Your Guide to Petrifying Pennsylvania Places
Haunted| | By Daniella Babaee
With its roots dating back to when the United States was just 13 colonies, Pennsylvania is famously known for being a historical hot spot. Although rich in history, Pennsylvania also is filled with creepy sites. From old jails to old battlefields, Pennsylvania is the perfect place for thrill-seekers and history buffs. Next time you want to switch things up and get your heart pumping from history, check out these petrifying Pennsylvania places. Don’t forget to SHARE them with your daring friends.
Andrew Carnegie Free Library and Music Hall, CarnegieLocated in Connellsville, the Carnegie Free Library was built in 1901 on a graveyard. Those buried there weren’t relocated, so the grounds are said to be festered with restless spirits. Visitors of the library claim to hear footsteps and see items knocked off shelves. The influx of paranormal activity also is contributed to a former librarian who haunts the building. According to legend, the former librarian makes her presence known if she doesn’t approve of changes within the library.
Mishler Theatre, Altoona
The Mishler Theatre was originally opened in 1906 by Isaac Mishler, a Lancaster-born businessman. According to locals, the theater is definitely haunted. There have been reports of seeing the ghost of the late owner wander into a wall where his office used to be, all while leaving trails of cigar smoke in his path.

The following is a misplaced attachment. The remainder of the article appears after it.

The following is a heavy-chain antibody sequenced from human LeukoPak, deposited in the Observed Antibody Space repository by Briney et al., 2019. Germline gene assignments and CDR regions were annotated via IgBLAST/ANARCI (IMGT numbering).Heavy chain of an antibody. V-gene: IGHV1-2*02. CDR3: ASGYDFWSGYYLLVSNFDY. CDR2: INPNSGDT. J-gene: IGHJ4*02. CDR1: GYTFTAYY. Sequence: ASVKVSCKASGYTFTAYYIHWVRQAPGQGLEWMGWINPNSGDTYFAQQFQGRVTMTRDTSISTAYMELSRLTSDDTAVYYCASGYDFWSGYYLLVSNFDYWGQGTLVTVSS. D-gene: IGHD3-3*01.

Allegheny County Jail, PittsburghThe Allegheny County Jail in Pittsburgh is said to be filled with bone-chilling creepiness. According to legend, in 1902 the warden’s wife fell in love with an inmate and attempted to help him and his brother escape. They were all killed in a shootout, and the woman’s spirit remains, shuffling papers and brushing past guards. Also in 1907, prisoners on death row reported seeing a murder reenacted every night, so they were relocated.
Eastern State Penitentiary, PhiladelphiaOpening in 1829, Eastern State specialized in solitary confinement for inmates. With a 142-year history, the infamous prison has become a ghost-hunting, adrenaline-junkie hot spot. There have been a multitude of claims of paranormal sightings, which include voices, figures, and visions of both guards and inmates. Independent groups now organize spirit-hunting expeditions within the prison.
Sachs Covered Bridge, GettysburgIn July 1863, General Robert E. Lee and his Confederate troops retreated over this very bridge at the end of the Battle of Gettysburg. It is said that three Confederate soldiers were hung from the bridge after running away and their ghosts still haunt the premises. Other visitors claim to hear the sounds of war or see apparitions and orbs in the photographs they take on the bridge.
Devil’s Den, GettysburgDevil’s Den is another battle site with eerie occurrences. During the second day of the Battle of Gettysburg, soldiers fought among the boulders, hills, and valleys in the area. The most infamous ghost of this area is a barefoot soldier with torn clothing, a floppy hat, and long hair. According to locals, he says, “What you’re looking for is over there,” as he points toward nearby Plum Run, which also is the scene of a battle.